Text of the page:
Above on the page there are several PDF Manuals & Wiring Diagrams for LAVERDA Motorcycles, Mopeds.
Pietro Laverda founded the machine-building company of the same name back in 1873.
In 1948, his grandson Francesco Laverda, on the rise of interest in small-cubic technology, took up the creation of a light motorcycle for his own needs, since commercial production was not yet expected at that time.
As a power unit, an overhead valve motor with a working volume of only 75 cm3 was created in a block with a 3-stage gearbox, which had a foot shift mechanism.
It took a year to build a motorcycle, but the result was so good that many friends of the creator wanted to have the same machine.
By 1951, more than 500 units had already been manufactured, and the question of commercial production of motor vehicles arose seriously.
To raise funds and create advertising, in the same year, four Laverda motorcycles were launched at the start of the Milan-Taranto 1400 km race.
All four motorcycles finished safely. The following year, on a motorcycle with a telescopic front fork and a candlestick rear suspension, Caslellani won the 75 cc class, and a year later, Fontanili repeated his success.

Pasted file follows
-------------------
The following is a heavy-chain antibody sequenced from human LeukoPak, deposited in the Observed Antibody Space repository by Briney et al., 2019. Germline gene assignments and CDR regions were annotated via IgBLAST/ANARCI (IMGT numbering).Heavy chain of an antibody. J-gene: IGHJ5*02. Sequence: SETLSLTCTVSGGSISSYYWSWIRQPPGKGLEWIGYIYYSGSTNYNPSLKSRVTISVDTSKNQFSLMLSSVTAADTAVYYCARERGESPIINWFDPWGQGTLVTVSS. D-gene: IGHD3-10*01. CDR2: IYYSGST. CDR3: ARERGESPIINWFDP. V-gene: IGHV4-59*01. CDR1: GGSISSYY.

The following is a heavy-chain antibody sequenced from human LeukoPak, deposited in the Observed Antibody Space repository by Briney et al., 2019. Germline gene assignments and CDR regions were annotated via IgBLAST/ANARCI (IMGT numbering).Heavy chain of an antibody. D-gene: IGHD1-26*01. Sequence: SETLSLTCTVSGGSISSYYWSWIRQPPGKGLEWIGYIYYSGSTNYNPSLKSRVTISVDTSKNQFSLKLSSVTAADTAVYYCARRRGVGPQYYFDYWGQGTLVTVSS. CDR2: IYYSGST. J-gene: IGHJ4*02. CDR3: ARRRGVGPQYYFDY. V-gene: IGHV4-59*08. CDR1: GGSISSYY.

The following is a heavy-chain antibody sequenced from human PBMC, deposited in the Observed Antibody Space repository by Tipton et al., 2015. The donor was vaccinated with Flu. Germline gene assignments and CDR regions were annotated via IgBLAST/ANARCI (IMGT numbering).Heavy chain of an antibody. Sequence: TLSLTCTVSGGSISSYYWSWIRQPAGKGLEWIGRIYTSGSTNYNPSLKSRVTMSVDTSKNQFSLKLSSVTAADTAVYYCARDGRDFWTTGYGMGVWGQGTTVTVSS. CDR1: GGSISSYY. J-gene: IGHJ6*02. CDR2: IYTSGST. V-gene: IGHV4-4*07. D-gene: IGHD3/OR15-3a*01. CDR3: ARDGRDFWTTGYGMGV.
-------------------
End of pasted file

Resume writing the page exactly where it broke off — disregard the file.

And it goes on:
In 1959, the company began manufacturing a new four-stroke 50 cc engine in a block with a 3-stage gearbox.
This power unit was installed both on mopeds and on Laverda scooters that had appeared by that time.
In 1962, buyers were offered a light motorcycle with a 2-cylinder overhead valve engine with a working volume of 200 cm3 and a power of 11 hp.
The motorcycle was so successful that it was produced for almost eight years.
In 1974 the off-road model Laverda Chott with a single-cylinder 2-stroke engine with a displacement of 250 cm3 and a power of 26 hp went into series.
Equipped with a duplicated electronic ignition system, the engine was blocked with a 5-speed gearbox. With a weight of 117 kg, the motorcycle could accelerate to a speed of 120 km / h.
The following year, an important agreement was concluded between Laverda and Husqvarna, according to which the Italian company began to receive for its off-road motorcycles Swedish two-stroke engines with a displacement of 125 and 250 cm3 with a petal valve timing and a 6-speed gearbox.
The next agreement with a foreign powertrain supplier, concluded in 1977, brought to the market the lightweight Laverda motorcycles with 125 and 175 cc 2-stroke Zündapp power units.
The 1980s, witnessing a massive attack on Europe by Japanese motorcycles, led to the Laverda crisis.
In 2000 Aprilia bought Laverda.